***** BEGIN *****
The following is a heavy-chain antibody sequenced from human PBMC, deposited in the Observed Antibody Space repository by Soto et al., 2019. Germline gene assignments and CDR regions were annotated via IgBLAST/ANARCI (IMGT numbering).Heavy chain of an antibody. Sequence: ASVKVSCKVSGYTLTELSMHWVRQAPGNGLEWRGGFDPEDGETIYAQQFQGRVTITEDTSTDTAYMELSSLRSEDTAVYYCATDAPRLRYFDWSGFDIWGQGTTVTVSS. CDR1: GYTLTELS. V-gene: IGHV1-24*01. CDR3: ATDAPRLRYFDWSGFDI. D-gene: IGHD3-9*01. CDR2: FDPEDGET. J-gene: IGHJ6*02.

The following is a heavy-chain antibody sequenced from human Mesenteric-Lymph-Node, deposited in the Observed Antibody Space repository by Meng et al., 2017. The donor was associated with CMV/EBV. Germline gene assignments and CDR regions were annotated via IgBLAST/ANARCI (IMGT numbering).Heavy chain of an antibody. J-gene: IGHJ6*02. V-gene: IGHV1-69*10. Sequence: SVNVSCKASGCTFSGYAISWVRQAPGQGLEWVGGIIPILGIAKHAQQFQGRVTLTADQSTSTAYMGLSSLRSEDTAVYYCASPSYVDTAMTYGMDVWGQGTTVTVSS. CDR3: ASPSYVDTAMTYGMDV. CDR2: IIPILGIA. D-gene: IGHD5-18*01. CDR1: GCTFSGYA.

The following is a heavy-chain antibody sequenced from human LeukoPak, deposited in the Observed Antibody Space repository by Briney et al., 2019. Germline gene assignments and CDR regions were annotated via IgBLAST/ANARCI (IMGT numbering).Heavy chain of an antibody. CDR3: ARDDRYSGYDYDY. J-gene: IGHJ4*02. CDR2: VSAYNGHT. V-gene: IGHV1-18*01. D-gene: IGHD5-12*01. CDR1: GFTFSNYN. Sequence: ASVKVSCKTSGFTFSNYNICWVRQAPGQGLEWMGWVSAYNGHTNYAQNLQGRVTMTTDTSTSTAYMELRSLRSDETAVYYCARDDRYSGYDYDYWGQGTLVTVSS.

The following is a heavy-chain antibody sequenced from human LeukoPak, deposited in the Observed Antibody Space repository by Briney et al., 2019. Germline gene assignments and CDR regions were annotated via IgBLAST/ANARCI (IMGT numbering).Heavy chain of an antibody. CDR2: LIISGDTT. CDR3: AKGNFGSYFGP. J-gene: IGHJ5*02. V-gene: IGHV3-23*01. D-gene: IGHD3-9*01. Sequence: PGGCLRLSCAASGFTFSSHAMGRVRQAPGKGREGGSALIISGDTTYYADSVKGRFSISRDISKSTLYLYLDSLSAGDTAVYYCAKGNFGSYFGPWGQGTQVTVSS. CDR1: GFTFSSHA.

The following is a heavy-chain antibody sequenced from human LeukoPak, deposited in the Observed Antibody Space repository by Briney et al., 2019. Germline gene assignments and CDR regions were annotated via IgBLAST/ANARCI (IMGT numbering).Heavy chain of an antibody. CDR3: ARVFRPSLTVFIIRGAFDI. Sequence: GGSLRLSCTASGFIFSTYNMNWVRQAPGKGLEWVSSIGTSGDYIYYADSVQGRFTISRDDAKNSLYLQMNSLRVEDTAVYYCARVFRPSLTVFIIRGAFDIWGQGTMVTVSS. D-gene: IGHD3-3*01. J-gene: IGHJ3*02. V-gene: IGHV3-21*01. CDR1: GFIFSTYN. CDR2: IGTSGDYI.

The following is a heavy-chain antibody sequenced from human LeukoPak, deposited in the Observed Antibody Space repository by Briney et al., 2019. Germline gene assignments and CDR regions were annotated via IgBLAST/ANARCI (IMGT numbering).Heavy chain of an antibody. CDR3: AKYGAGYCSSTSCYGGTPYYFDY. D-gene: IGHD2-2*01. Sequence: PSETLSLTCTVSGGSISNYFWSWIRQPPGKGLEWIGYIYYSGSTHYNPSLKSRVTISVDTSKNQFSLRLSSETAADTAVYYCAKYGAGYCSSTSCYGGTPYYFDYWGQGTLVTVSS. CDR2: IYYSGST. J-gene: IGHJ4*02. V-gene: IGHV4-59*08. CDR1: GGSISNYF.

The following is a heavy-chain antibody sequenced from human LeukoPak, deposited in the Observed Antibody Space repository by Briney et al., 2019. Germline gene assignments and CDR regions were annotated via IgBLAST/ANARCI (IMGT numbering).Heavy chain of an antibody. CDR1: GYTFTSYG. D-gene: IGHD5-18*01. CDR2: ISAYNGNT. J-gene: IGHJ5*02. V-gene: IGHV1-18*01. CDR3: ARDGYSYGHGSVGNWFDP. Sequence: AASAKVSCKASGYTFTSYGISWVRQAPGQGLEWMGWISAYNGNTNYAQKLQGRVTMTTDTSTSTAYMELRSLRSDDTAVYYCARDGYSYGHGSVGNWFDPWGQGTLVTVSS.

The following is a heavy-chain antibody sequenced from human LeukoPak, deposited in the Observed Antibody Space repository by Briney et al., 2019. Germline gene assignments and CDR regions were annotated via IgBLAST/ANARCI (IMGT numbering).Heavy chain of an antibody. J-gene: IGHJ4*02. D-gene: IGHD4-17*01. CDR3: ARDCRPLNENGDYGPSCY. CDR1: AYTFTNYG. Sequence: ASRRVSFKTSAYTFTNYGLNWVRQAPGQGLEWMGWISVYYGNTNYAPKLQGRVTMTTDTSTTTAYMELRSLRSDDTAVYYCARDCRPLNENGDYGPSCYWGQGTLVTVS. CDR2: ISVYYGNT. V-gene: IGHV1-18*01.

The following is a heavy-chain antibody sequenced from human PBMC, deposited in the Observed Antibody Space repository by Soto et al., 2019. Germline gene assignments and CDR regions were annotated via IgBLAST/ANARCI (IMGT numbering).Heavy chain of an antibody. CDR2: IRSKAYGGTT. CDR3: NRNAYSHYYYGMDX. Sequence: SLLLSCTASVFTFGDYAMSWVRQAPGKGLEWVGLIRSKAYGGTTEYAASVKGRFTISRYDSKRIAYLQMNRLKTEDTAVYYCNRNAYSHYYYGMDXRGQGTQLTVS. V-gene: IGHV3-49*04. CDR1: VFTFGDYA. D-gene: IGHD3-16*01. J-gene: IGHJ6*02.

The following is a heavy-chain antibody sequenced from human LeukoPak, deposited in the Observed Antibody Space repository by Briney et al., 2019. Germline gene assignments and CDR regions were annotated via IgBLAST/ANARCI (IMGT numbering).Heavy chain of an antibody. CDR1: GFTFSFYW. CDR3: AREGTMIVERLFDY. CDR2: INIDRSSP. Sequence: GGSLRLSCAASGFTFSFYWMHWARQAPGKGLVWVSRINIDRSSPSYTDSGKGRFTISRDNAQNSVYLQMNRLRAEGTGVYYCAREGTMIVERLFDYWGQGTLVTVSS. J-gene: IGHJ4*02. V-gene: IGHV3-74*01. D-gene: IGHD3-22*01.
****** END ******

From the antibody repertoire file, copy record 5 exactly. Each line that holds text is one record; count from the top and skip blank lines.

The following is a heavy-chain antibody sequenced from human LeukoPak, deposited in the Observed Antibody Space repository by Briney et al., 2019. Germline gene assignments and CDR regions were annotated via IgBLAST/ANARCI (IMGT numbering).Heavy chain of an antibody. CDR3: ARVFRPSLTVFIIRGAFDI. Sequence: GGSLRLSCTASGFIFSTYNMNWVRQAPGKGLEWVSSIGTSGDYIYYADSVQGRFTISRDDAKNSLYLQMNSLRVEDTAVYYCARVFRPSLTVFIIRGAFDIWGQGTMVTVSS. D-gene: IGHD3-3*01. J-gene: IGHJ3*02. V-gene: IGHV3-21*01. CDR1: GFIFSTYN. CDR2: IGTSGDYI.